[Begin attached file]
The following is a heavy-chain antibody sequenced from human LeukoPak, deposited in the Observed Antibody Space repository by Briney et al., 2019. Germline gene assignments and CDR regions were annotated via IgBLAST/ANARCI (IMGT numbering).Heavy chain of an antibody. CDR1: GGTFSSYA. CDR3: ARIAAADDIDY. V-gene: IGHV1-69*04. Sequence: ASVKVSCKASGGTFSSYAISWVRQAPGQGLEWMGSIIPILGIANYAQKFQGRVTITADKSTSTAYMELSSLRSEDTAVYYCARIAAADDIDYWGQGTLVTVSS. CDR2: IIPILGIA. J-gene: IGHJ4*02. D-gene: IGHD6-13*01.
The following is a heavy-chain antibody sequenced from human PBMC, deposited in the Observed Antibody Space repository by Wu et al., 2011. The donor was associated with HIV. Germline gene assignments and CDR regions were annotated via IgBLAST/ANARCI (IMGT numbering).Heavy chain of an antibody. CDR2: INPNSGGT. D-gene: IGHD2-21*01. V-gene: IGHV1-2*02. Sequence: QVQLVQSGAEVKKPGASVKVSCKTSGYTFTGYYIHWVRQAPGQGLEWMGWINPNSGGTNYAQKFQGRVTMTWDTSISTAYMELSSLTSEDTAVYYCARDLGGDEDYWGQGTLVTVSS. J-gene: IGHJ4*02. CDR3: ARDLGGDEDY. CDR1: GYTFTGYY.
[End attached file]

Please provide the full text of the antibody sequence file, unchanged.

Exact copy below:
The following is a heavy-chain antibody sequenced from human LeukoPak, deposited in the Observed Antibody Space repository by Briney et al., 2019. Germline gene assignments and CDR regions were annotated via IgBLAST/ANARCI (IMGT numbering).Heavy chain of an antibody. CDR1: GGTFSSYA. CDR3: ARIAAADDIDY. V-gene: IGHV1-69*04. Sequence: ASVKVSCKASGGTFSSYAISWVRQAPGQGLEWMGSIIPILGIANYAQKFQGRVTITADKSTSTAYMELSSLRSEDTAVYYCARIAAADDIDYWGQGTLVTVSS. CDR2: IIPILGIA. J-gene: IGHJ4*02. D-gene: IGHD6-13*01.
The following is a heavy-chain antibody sequenced from human PBMC, deposited in the Observed Antibody Space repository by Wu et al., 2011. The donor was associated with HIV. Germline gene assignments and CDR regions were annotated via IgBLAST/ANARCI (IMGT numbering).Heavy chain of an antibody. CDR2: INPNSGGT. D-gene: IGHD2-21*01. V-gene: IGHV1-2*02. Sequence: QVQLVQSGAEVKKPGASVKVSCKTSGYTFTGYYIHWVRQAPGQGLEWMGWINPNSGGTNYAQKFQGRVTMTWDTSISTAYMELSSLTSEDTAVYYCARDLGGDEDYWGQGTLVTVSS. J-gene: IGHJ4*02. CDR3: ARDLGGDEDY. CDR1: GYTFTGYY.